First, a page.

Business & Politics

 The Politics of a Global Pandemic

Statues of female steel workers with facemasks

21st August 2020

The complexities of coping with the current pandemic revolve around more than just measuring intensive care unit capacity, calculating the R rate or searching for a vaccine. The political, social and economic features of this crisis are just as dangerous. 

While this pandemic will have devastating, far-reaching consequences, a person’s income level, ethnicity, political ideology and worldview all combine to determine not just their individual risk of infection, but also how seriously their country or region may be affected.  

When politicians of different ideological beliefs clash, and the authority of science is called into question, you have a very fractured and uncoordinated response, perpetuating coronavirus transmission globally. Globalisation and its accompanying cross-border travel and trade only serve to exacerbate the situation.  

An article by the University of Pennsylvania has used the data from a study of 146 countries to shed light on the effects of democracy, state capacity and income inequality on the dynamics of epidemics. They found that in democratic nations, greater levels of transparency, public trust and accountability were associated with increased compliance in terms of public health measures and faster response times. 

However, income inequality was found to have a profound effect on compliance – in many cases, those earning a lower income, especially those who are unable to access state supports, simply can’t afford to stay home and therefore, cannot always comply with social distancing. Unfortunately, as was the case in the UK, democracy isn’t always associated with strong state capacity, or indeed, the willingness to utilise it.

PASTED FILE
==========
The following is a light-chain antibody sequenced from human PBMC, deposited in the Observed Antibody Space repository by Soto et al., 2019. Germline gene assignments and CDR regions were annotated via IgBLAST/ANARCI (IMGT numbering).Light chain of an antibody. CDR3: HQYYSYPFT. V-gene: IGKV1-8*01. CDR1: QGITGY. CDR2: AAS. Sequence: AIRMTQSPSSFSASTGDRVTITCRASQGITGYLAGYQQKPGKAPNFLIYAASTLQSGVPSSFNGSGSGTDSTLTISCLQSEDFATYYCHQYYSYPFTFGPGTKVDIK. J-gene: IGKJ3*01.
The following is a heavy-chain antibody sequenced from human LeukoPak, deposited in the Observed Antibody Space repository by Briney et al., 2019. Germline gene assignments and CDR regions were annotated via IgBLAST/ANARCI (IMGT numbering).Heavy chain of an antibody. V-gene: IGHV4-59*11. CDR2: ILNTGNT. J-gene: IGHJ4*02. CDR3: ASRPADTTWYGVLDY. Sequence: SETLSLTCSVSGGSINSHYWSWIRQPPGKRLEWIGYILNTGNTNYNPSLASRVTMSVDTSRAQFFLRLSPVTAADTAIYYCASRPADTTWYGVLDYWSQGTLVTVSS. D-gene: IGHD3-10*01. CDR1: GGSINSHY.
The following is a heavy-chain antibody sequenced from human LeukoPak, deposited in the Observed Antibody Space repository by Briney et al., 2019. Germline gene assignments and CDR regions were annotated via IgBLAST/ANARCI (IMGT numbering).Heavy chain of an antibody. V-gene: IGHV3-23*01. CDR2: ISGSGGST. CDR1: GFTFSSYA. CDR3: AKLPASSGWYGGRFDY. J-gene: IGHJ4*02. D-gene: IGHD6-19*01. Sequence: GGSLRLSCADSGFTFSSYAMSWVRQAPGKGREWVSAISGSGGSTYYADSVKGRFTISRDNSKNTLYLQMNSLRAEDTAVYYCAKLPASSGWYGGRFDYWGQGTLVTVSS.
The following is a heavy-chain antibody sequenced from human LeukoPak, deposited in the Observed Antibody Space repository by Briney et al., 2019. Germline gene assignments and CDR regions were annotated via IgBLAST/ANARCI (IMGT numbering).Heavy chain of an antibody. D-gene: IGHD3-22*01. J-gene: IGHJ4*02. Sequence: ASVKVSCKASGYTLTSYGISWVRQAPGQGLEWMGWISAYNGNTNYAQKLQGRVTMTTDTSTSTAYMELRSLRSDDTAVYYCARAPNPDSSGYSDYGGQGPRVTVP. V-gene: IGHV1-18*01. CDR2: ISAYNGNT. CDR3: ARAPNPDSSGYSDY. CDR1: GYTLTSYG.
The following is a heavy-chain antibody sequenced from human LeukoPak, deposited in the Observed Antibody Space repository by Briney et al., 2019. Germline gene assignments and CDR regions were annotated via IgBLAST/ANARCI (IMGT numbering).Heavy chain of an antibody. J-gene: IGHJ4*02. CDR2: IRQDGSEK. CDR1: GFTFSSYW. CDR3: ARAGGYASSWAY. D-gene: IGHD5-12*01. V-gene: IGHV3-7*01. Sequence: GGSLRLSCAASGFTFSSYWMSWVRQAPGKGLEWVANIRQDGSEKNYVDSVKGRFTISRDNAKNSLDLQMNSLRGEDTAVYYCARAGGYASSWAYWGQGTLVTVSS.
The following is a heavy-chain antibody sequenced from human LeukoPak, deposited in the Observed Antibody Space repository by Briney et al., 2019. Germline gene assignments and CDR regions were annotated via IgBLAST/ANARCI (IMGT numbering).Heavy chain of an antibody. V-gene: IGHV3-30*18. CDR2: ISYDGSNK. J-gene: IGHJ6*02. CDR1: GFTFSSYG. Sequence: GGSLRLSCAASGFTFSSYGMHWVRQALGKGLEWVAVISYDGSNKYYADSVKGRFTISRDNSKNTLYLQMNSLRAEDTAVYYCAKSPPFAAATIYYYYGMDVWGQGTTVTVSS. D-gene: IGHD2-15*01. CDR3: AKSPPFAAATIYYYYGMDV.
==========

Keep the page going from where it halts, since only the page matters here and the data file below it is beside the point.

Despite its position as number two on the Global Health Security Index for pandemic readiness, conservative political forces in the UK bungled the response through its policies on healthcare and the public service, in addition to its prioritising economic interests and Brexit. Six months before the pandemic, the then-Prime Minister Theresa May abolished the Threats, Hazards, Resilience and Contingency Committee” when a no-deal Brexit appeared to be a more threatening reality, resulting in the government shifting its focus significantly. The committee, which included senior cabinet ministers, could have resulted in a faster, more effective response, saving lives in the process. 

Boris Johnson’s government and many others, Trump included, fetishise the free market, which leads to certain economic interests taking priority over a robust and coordinated state response. When the goal is to privatise public services and keep wages down; better pay, conditions and funding for the NHS and its workers would interfere with this goal and make it difficult for the Conservativgovernment to outsource their workforces. Similarly, in the US, at a time when it is needed most, Trump has blocked access to new insurance applicants under the Affordable Care Act, leaving the most vulnerable in a desperately precarious position by increasing levels of inequality.  

There have been many discussions about what should be prioritised in the emergency responseto the pandemic. Health professionals view saving lives as the absolute priority; this seems logical, but the public health measures put in place may also negatively impact the health of those with non-COVID-related illnesses who are unable or afraid to access health services. Others have spoken of their desire for the response to remain free from political interference; that government restrictions are too intrusive and reminiscent of Big Government. President Trump has stated that we cannot let the cure be worse than the problem, evidence that he views the crisis through the lens of political ambition. He has accused the Democrats of concocting this coronavirus hoax to damage a booming economy, which would affect his chances of re-election.